Ui Risk Factor

Topics: Urinary bladder, Urinary incontinence, Urology Pages: 9 (2670 words) Published: December 30, 2012

These factors increase your risk of developing urinary incontinence: * Sex. Women are more likely than men are to have stress incontinence. Pregnancy, childbirth, menopause and normal female anatomy account for this difference. However, men with prostate gland problems are at increased risk of urge and overflow incontinence. * Age. As you get older, the muscles in your bladder and urethra lose some of their strength. Changes with age reduce how much your bladder can hold and increase the chances of involuntary urine release. However, getting older doesn't necessarily mean that you'll have incontinence. Incontinence isn't normal at any age — except during infancy. * Being overweight. Being obese or overweight increases the pressure on your bladder and surrounding muscles, which weakens them and allows urine to leak out when you cough or sneeze. * Smoking. A chronic cough associated with smoking can cause episodes of incontinence or aggravate incontinence that has other causes. Constant coughing puts stress on your urinary sphincter, leading to stress incontinence. Smoking may also increase the risk of overactive bladder by causing bladder contractions. * Other diseases. Kidney disease or diabetes may increase your risk for incontinence.



Obese women have more risk of urinary incontinence, as demonstrated by several studies. From this health blog we echo and move the results you analyze the obesity risk factor in female urinary incontinence. Obesity is a risk factor for health and weight control is essential for a healthy life, as there are many factors that affect the health of the body. One can understand urinary incontinence as the involuntary loss of urine, which may be due to different reasons, such as age, getting an infection or have obesity. Thus, obese women of all ages suffer from urinary incontinence (UI) with a greater prevalence and frequency than those with an index within the normal weight. As identified in the study EPICC, there is a clear relationship between BMI and UI, which is evidenced by the stress test (cough). Thus, the overhead of the pelvic floor caused by obesity, along with other factors such as aging, can cause a deterioration of the connective tissue, altering the support mechanisms of the bladder and the urethra, giving rise to urinary incontinence. In this regard, recent research as the study PRIDE (Program to Reduce Incontinence by Diet and Exercise) have shown that obese patients who followed a weight loss program with diet, exercise and behavioral changes, reduced by 47% its episodes of incontinence. Therefore, one must bear in mind that the weight control is important to avoid many types of health problems such as obesity. Eating a healthy balanced diet is vital. http://www.healthplus24.com/diseases/urinary-incontinency.aspx -------------------------------------------------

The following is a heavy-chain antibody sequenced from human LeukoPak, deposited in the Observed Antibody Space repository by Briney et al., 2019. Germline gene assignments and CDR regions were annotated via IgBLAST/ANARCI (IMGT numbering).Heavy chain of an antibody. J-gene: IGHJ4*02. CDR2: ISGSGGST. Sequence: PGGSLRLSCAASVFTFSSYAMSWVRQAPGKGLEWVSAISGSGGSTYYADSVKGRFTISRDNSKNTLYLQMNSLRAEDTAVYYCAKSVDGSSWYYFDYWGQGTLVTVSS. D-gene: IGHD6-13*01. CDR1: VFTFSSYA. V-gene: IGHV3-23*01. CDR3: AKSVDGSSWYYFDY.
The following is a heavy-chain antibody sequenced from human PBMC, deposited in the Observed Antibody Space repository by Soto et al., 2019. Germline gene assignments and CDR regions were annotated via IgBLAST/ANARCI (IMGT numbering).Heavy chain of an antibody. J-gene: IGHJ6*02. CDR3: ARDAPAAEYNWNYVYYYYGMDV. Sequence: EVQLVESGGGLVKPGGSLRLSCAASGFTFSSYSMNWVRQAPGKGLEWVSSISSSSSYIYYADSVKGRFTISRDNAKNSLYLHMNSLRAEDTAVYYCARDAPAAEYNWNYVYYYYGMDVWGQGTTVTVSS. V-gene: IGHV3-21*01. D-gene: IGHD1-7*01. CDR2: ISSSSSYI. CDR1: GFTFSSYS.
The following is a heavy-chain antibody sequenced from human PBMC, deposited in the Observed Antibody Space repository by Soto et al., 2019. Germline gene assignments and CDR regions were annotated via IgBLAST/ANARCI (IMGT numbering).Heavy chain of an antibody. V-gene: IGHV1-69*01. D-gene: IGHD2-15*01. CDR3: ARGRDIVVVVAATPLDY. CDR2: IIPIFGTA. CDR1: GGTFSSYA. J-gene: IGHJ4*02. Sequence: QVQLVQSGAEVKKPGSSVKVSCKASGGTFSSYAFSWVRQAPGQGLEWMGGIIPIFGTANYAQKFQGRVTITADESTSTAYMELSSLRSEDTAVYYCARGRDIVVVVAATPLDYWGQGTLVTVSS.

NEWS: APR 04, 2011
Much of the risk of developing incontinence before middle age is determined by our genes. Genetic factors can explain half of people’s susceptibility to urinary incontinence, a study of twins at the Sahlgrenska Academy and Karolinska Institutet reveals. Urinary incontinence is very common, especially among women, with around one in three affected at some point in life. Incontinence, overactive bladder and other lower urinary tract symptoms can be caused by factors such as old age, excess weight, pregnancy and childbirth, as well as stroke and other neurological disorders. “Incontinence is caused by a combination of factors,” says gynaecologist Anna Lena Wennberg, one of the researchers behind the study. “We already knew that there are hereditary factors, but now we’ve been able to show for the...
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